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Brando's Colonel Kurtz went "up the river" in Vietnam for similar reasons - the best soldier of his time had seen how depraved the American armed forces had become.
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And that is a vital part of Marlon Brando's importance. Four or five times in his life, he found himself cast in roles that were emblematic of the inner confusions of his nation.
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The first such role, of course, was Stanley Kowalski in "A Streetcar Named Desire." Read that play on the page and it is unmistakably a play about Blanche DuBois. But the sensation of "Streetcar" - the 30-minute ovations it received on Broadway in 1947 - was never just for Blanche. It was for this new male figure on stage, so close you could smell the sweat, a brute and a beauty at the same time - and Brando the kid was so beautiful the applause may have nearly overwhelmed the actor sometimes.
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But the notion that turbulence and incoherence had within them poetry and passion was not merely the engine to the Method; it was the script that James Dean, Elvis Presley and just about every teenage icon ever since would act out. It is also a horribly American type: so strong, so anxious to be thought powerful, yet so desperate for tenderness.
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The other great role that those words could describe is Brando's American in Bernardo Bertolucci's "Last Tango in Paris," made at a moment when the movies were so intoxicated by their own advances in the portrayal of sexual behavior that they needed a big star to really, truly "do it" on screen.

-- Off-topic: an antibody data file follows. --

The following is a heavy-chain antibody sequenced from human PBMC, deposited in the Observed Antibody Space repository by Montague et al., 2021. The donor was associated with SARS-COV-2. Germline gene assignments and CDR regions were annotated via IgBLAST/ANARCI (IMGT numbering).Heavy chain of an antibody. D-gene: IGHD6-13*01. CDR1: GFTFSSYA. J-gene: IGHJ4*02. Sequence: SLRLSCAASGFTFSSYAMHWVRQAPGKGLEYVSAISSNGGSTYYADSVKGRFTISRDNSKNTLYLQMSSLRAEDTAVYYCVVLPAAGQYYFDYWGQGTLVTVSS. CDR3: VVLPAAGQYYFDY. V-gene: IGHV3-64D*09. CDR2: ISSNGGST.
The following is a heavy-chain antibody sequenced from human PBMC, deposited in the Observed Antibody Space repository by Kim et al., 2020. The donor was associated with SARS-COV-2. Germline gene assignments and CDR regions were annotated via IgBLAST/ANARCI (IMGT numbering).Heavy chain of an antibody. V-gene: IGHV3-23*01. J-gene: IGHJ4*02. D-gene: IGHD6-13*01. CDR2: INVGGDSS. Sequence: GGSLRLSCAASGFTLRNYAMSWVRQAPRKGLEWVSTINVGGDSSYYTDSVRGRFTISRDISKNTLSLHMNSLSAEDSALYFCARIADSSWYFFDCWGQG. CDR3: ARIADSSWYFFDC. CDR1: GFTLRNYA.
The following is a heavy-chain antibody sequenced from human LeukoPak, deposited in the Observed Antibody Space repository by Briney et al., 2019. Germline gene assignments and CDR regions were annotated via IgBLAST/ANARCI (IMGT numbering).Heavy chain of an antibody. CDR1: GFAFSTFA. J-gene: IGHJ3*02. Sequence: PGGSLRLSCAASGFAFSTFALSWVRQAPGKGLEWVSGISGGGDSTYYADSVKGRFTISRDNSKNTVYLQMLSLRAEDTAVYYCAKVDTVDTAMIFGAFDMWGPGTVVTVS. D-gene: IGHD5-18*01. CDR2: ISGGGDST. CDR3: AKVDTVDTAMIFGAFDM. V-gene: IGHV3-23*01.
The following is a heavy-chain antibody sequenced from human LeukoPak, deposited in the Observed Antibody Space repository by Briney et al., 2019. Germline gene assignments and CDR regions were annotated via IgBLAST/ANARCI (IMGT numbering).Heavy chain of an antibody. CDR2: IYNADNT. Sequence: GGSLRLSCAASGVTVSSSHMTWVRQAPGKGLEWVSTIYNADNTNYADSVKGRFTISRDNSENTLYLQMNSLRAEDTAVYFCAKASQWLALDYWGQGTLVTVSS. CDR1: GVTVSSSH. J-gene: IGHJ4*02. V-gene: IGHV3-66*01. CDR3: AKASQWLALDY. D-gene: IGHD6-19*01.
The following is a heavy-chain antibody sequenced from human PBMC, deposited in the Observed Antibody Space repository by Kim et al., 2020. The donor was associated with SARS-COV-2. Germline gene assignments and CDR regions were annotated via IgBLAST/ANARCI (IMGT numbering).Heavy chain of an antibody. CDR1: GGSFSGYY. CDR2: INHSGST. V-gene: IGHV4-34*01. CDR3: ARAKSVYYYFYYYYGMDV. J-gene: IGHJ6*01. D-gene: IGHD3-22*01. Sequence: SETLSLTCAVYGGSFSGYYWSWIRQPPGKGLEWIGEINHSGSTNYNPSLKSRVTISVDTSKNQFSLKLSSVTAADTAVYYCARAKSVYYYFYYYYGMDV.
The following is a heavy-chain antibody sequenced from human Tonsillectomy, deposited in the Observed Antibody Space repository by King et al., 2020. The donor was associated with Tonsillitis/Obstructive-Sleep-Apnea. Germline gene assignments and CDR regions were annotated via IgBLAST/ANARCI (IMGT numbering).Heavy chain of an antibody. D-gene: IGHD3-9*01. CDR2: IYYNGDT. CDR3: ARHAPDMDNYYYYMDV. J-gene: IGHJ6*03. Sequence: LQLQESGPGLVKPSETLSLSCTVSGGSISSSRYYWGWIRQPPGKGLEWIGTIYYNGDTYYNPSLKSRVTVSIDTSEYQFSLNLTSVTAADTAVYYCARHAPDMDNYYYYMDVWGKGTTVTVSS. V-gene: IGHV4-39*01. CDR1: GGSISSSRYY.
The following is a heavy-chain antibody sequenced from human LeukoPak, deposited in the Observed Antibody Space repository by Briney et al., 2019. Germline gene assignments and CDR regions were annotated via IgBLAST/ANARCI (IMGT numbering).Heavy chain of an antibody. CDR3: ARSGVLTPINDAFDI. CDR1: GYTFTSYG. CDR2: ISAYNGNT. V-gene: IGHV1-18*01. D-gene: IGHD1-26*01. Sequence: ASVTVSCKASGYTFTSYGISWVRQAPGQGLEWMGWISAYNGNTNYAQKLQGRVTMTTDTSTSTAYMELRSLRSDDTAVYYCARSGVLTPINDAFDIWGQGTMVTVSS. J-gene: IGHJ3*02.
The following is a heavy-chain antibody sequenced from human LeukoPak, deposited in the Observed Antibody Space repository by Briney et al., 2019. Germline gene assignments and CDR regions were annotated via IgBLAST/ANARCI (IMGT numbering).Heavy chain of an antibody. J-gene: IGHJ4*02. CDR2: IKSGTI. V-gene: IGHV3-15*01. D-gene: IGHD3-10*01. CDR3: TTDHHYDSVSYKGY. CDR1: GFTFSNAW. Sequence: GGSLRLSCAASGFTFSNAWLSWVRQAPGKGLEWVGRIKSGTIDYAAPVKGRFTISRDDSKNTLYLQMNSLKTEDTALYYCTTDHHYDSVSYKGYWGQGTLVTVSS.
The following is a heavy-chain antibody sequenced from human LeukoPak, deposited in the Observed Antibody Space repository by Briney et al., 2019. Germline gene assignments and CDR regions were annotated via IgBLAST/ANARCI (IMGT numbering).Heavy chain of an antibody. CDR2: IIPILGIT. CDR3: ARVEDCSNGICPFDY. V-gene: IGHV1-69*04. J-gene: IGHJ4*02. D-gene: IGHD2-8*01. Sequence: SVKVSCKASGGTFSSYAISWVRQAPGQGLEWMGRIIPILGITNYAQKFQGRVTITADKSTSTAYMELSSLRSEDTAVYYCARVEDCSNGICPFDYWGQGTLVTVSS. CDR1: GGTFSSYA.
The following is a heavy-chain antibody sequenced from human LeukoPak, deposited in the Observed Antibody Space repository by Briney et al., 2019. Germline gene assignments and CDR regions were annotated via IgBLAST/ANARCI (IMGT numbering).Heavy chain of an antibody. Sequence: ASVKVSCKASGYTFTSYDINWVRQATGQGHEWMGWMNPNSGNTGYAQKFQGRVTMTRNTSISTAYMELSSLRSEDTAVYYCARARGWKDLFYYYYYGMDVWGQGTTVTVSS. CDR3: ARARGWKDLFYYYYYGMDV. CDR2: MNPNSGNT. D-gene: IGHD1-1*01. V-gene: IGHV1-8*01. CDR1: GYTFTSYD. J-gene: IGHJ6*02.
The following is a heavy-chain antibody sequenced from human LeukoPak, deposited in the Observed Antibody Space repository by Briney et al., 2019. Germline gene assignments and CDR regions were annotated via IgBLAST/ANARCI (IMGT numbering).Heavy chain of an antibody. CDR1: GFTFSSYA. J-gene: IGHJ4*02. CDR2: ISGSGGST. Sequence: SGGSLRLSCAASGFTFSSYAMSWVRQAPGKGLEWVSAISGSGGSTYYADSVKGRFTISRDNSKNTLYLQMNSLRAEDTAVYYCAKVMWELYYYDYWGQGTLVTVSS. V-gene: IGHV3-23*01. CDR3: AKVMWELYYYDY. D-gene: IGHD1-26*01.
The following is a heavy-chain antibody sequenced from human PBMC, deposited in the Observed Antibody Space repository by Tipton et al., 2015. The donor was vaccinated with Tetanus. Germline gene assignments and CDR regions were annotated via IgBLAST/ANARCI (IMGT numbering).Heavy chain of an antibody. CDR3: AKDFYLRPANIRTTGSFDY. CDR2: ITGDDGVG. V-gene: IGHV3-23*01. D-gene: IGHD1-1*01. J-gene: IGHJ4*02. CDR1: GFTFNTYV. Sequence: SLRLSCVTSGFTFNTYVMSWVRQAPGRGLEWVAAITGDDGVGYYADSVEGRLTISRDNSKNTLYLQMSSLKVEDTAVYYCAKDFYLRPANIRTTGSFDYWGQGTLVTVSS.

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Bertolucci encouraged Brando to draw from his own experience for his character, and Brando's monologues, most of them improvised, are painfully raw. The film is astonishing for the way in which it established sexuality as the template of existence.
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Of course, we wanted so much more from Marlon Brando - his Lear, his Hamlet, his Uncle Vanya, his Willy Loman. We wanted the plays that might have been inspired by him if he had stayed loyal to the theater. But he went west to a city he never liked and a business that he despised, driven in part by the money he could make.
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In truth, he handled the money like a kid in a candy store, but then he would rebuke Hollywood for its crassness and its greed. He wanted everything, and he wanted to be the hero. Though he grew vast and decrepit, he may never have grown up.
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It is striking that his death comes at a moment when America's maturity is tragically necessary yet tormentingly distant. If only, we feel, now that he is gone, if only he could have tried again.

David Thomson is the author of "The New Biographical Dictionary of Film."